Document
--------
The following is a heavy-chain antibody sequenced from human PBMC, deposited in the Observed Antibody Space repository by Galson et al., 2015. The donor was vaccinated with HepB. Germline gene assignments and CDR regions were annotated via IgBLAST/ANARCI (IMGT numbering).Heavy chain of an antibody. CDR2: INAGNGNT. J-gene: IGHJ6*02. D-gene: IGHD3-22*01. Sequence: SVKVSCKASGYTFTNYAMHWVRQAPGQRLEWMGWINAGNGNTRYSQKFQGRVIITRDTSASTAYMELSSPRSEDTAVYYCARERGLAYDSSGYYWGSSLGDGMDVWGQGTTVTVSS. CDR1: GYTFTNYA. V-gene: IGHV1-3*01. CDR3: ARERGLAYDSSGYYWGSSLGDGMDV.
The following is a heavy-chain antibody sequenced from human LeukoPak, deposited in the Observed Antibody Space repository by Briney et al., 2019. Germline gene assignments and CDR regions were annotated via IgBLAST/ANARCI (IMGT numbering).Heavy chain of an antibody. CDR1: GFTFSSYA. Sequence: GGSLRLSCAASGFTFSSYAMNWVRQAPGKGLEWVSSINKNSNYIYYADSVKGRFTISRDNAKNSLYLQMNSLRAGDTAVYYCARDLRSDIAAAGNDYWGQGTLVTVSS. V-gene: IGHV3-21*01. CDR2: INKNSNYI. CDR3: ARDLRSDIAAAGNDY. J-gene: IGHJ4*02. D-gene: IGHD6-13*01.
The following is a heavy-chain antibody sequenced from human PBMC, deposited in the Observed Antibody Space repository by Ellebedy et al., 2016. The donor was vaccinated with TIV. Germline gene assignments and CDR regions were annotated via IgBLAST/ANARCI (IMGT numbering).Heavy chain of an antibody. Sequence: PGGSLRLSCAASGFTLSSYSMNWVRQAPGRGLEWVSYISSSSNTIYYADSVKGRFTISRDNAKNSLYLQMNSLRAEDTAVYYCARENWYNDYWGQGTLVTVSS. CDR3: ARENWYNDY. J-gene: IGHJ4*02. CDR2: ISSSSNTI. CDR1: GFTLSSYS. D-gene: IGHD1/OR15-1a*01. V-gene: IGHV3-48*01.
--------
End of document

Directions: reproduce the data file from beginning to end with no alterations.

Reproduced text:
The following is a heavy-chain antibody sequenced from human PBMC, deposited in the Observed Antibody Space repository by Galson et al., 2015. The donor was vaccinated with HepB. Germline gene assignments and CDR regions were annotated via IgBLAST/ANARCI (IMGT numbering).Heavy chain of an antibody. CDR2: INAGNGNT. J-gene: IGHJ6*02. D-gene: IGHD3-22*01. Sequence: SVKVSCKASGYTFTNYAMHWVRQAPGQRLEWMGWINAGNGNTRYSQKFQGRVIITRDTSASTAYMELSSPRSEDTAVYYCARERGLAYDSSGYYWGSSLGDGMDVWGQGTTVTVSS. CDR1: GYTFTNYA. V-gene: IGHV1-3*01. CDR3: ARERGLAYDSSGYYWGSSLGDGMDV.
The following is a heavy-chain antibody sequenced from human LeukoPak, deposited in the Observed Antibody Space repository by Briney et al., 2019. Germline gene assignments and CDR regions were annotated via IgBLAST/ANARCI (IMGT numbering).Heavy chain of an antibody. CDR1: GFTFSSYA. Sequence: GGSLRLSCAASGFTFSSYAMNWVRQAPGKGLEWVSSINKNSNYIYYADSVKGRFTISRDNAKNSLYLQMNSLRAGDTAVYYCARDLRSDIAAAGNDYWGQGTLVTVSS. V-gene: IGHV3-21*01. CDR2: INKNSNYI. CDR3: ARDLRSDIAAAGNDY. J-gene: IGHJ4*02. D-gene: IGHD6-13*01.
The following is a heavy-chain antibody sequenced from human PBMC, deposited in the Observed Antibody Space repository by Ellebedy et al., 2016. The donor was vaccinated with TIV. Germline gene assignments and CDR regions were annotated via IgBLAST/ANARCI (IMGT numbering).Heavy chain of an antibody. Sequence: PGGSLRLSCAASGFTLSSYSMNWVRQAPGRGLEWVSYISSSSNTIYYADSVKGRFTISRDNAKNSLYLQMNSLRAEDTAVYYCARENWYNDYWGQGTLVTVSS. CDR3: ARENWYNDY. J-gene: IGHJ4*02. CDR2: ISSSSNTI. CDR1: GFTLSSYS. D-gene: IGHD1/OR15-1a*01. V-gene: IGHV3-48*01.